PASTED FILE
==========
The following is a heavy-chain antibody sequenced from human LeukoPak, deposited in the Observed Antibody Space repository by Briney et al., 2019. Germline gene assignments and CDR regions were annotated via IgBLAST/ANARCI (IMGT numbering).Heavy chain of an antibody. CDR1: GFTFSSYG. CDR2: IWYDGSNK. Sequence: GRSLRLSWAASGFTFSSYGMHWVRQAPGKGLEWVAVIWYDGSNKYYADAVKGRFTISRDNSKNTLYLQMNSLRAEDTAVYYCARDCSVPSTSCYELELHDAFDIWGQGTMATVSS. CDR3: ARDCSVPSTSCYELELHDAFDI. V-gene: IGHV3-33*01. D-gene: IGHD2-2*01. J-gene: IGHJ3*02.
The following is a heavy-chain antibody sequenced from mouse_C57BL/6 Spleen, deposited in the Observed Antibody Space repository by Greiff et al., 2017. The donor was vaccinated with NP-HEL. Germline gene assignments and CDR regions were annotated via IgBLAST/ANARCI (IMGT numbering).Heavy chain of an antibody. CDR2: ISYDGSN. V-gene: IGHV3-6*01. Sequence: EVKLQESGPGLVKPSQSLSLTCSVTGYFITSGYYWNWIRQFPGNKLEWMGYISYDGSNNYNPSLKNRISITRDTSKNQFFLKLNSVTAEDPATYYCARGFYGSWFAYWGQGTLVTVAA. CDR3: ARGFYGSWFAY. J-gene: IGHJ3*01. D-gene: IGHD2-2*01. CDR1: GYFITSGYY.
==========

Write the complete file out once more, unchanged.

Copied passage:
The following is a heavy-chain antibody sequenced from human LeukoPak, deposited in the Observed Antibody Space repository by Briney et al., 2019. Germline gene assignments and CDR regions were annotated via IgBLAST/ANARCI (IMGT numbering).Heavy chain of an antibody. CDR1: GFTFSSYG. CDR2: IWYDGSNK. Sequence: GRSLRLSWAASGFTFSSYGMHWVRQAPGKGLEWVAVIWYDGSNKYYADAVKGRFTISRDNSKNTLYLQMNSLRAEDTAVYYCARDCSVPSTSCYELELHDAFDIWGQGTMATVSS. CDR3: ARDCSVPSTSCYELELHDAFDI. V-gene: IGHV3-33*01. D-gene: IGHD2-2*01. J-gene: IGHJ3*02.
The following is a heavy-chain antibody sequenced from mouse_C57BL/6 Spleen, deposited in the Observed Antibody Space repository by Greiff et al., 2017. The donor was vaccinated with NP-HEL. Germline gene assignments and CDR regions were annotated via IgBLAST/ANARCI (IMGT numbering).Heavy chain of an antibody. CDR2: ISYDGSN. V-gene: IGHV3-6*01. Sequence: EVKLQESGPGLVKPSQSLSLTCSVTGYFITSGYYWNWIRQFPGNKLEWMGYISYDGSNNYNPSLKNRISITRDTSKNQFFLKLNSVTAEDPATYYCARGFYGSWFAYWGQGTLVTVAA. CDR3: ARGFYGSWFAY. J-gene: IGHJ3*01. D-gene: IGHD2-2*01. CDR1: GYFITSGYY.